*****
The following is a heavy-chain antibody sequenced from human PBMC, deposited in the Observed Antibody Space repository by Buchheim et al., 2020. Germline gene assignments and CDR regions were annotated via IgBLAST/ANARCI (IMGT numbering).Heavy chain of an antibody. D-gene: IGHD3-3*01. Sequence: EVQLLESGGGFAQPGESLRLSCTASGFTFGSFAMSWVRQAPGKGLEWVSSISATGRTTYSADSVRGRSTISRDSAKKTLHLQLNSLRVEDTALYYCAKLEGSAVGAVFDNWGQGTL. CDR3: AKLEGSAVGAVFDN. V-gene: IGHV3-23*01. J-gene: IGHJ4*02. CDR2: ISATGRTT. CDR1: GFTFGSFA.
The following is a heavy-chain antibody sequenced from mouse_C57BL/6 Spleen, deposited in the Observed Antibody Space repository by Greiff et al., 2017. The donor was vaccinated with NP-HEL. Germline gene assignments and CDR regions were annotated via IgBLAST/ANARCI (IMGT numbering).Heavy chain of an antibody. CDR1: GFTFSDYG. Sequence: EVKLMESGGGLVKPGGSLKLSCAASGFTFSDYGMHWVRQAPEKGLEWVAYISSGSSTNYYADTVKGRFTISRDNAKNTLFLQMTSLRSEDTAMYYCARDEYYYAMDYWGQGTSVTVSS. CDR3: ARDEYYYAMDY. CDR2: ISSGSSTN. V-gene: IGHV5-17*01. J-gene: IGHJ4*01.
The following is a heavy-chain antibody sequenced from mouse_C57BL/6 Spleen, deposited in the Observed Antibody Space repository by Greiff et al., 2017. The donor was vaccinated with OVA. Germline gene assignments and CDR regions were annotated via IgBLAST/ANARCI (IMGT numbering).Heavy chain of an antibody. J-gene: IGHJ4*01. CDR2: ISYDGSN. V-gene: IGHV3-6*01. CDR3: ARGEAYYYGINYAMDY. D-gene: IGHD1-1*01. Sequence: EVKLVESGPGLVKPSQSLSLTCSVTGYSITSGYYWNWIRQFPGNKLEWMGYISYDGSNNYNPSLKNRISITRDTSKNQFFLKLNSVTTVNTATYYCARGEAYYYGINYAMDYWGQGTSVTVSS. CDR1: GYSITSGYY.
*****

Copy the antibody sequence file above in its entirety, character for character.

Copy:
The following is a heavy-chain antibody sequenced from human PBMC, deposited in the Observed Antibody Space repository by Buchheim et al., 2020. Germline gene assignments and CDR regions were annotated via IgBLAST/ANARCI (IMGT numbering).Heavy chain of an antibody. D-gene: IGHD3-3*01. Sequence: EVQLLESGGGFAQPGESLRLSCTASGFTFGSFAMSWVRQAPGKGLEWVSSISATGRTTYSADSVRGRSTISRDSAKKTLHLQLNSLRVEDTALYYCAKLEGSAVGAVFDNWGQGTL. CDR3: AKLEGSAVGAVFDN. V-gene: IGHV3-23*01. J-gene: IGHJ4*02. CDR2: ISATGRTT. CDR1: GFTFGSFA.
The following is a heavy-chain antibody sequenced from mouse_C57BL/6 Spleen, deposited in the Observed Antibody Space repository by Greiff et al., 2017. The donor was vaccinated with NP-HEL. Germline gene assignments and CDR regions were annotated via IgBLAST/ANARCI (IMGT numbering).Heavy chain of an antibody. CDR1: GFTFSDYG. Sequence: EVKLMESGGGLVKPGGSLKLSCAASGFTFSDYGMHWVRQAPEKGLEWVAYISSGSSTNYYADTVKGRFTISRDNAKNTLFLQMTSLRSEDTAMYYCARDEYYYAMDYWGQGTSVTVSS. CDR3: ARDEYYYAMDY. CDR2: ISSGSSTN. V-gene: IGHV5-17*01. J-gene: IGHJ4*01.
The following is a heavy-chain antibody sequenced from mouse_C57BL/6 Spleen, deposited in the Observed Antibody Space repository by Greiff et al., 2017. The donor was vaccinated with OVA. Germline gene assignments and CDR regions were annotated via IgBLAST/ANARCI (IMGT numbering).Heavy chain of an antibody. J-gene: IGHJ4*01. CDR2: ISYDGSN. V-gene: IGHV3-6*01. CDR3: ARGEAYYYGINYAMDY. D-gene: IGHD1-1*01. Sequence: EVKLVESGPGLVKPSQSLSLTCSVTGYSITSGYYWNWIRQFPGNKLEWMGYISYDGSNNYNPSLKNRISITRDTSKNQFFLKLNSVTTVNTATYYCARGEAYYYGINYAMDYWGQGTSVTVSS. CDR1: GYSITSGYY.